Brussels (Brussels Morning) The Norwegian Telenor telecommunications company is to sell off its Myanmar unit after reportedly facing pressure from the country’s junta leadership to spy on the nation’s citizens.
The head of the company’s Asia division, Jørgen Rostrup, told Reuters that the military takeover of the country made it clear the company will be required by the authorities to activate intercept equipment and technology.
Rostrup stressed that doing so, in the absence of legal or regulatory safeguards to protect human rights, would represent a breach of the 2018 EU arms embargo against Myanmar. He insisted that Telenor Myanmar has not activated the equipment for now, but declined to answer whether intercept technology was already installed at its Myanmar infrastructure.
Seeking to avoid the possibility of breaching the EU embargo in the future, the company started looking for an investor interested in taking over its operations in Myanmar. Its chosen partner for the handoff is the Lebanese investment firm M1 Group. In July, the company announced the M1 Group would be purchasing Telenor Myanmar for 105 million dollars.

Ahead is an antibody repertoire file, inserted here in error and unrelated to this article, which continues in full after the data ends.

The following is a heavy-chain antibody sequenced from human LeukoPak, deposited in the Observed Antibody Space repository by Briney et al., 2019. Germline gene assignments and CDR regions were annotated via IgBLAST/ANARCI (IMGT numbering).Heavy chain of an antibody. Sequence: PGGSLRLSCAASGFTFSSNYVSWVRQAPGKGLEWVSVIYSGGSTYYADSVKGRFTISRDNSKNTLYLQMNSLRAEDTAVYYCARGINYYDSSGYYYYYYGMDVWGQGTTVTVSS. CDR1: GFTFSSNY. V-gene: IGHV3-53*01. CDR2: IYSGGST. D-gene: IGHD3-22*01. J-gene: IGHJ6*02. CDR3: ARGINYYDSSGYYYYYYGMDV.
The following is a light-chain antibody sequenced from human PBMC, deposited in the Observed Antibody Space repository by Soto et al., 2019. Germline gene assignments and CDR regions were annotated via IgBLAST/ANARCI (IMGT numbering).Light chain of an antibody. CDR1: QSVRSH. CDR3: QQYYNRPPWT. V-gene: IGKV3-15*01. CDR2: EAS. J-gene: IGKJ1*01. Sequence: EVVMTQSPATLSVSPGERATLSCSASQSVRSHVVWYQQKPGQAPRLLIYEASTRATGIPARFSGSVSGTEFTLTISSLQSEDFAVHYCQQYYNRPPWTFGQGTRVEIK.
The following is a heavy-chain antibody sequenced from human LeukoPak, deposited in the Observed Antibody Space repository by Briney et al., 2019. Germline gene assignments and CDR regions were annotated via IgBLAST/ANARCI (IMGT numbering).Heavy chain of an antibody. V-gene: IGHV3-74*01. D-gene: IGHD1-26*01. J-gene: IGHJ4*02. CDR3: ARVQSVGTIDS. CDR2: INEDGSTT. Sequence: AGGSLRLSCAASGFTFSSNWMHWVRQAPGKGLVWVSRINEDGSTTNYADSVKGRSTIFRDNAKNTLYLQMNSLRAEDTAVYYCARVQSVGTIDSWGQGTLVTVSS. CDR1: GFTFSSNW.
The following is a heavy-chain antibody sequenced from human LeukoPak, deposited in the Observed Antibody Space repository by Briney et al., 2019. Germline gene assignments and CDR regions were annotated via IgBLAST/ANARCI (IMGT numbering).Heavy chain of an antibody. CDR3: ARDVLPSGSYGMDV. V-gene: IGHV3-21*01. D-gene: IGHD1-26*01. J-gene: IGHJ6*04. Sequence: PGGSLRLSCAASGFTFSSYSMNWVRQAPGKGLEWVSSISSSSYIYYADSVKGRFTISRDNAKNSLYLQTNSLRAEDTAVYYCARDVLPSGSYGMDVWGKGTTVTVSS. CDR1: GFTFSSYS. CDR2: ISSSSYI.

The announcement was initially met with loud protests from Myanmar’s anti-military activists, who have been relying on Telenor’s internet services to communicate and organise protests and other forms of opposition to the military junta.
The activists have called on the Norwegian firm to stop or delay the takeover. However, Rostrup insisted that the company had “no choice but to withdraw from the country”, since it could not simultaneously ensure the safety of its employees and respect the EU embargo.
According to an earlier investigation by Reuters, all senior management with the country’s telecom providers have been informed by the military leadership that they must seek special authorisation if they wish to leave the country. This notice was soon followed by instructions for all telecoms to activate their intercept technologies.
Rostrup claims that Telenor had chosen M1 Group because it had no direct relationship with either the authorities or the military in Myanmar. The takeover plan has been submitted to the Myanmar regulators for formal approval, which will likely take around 60 days.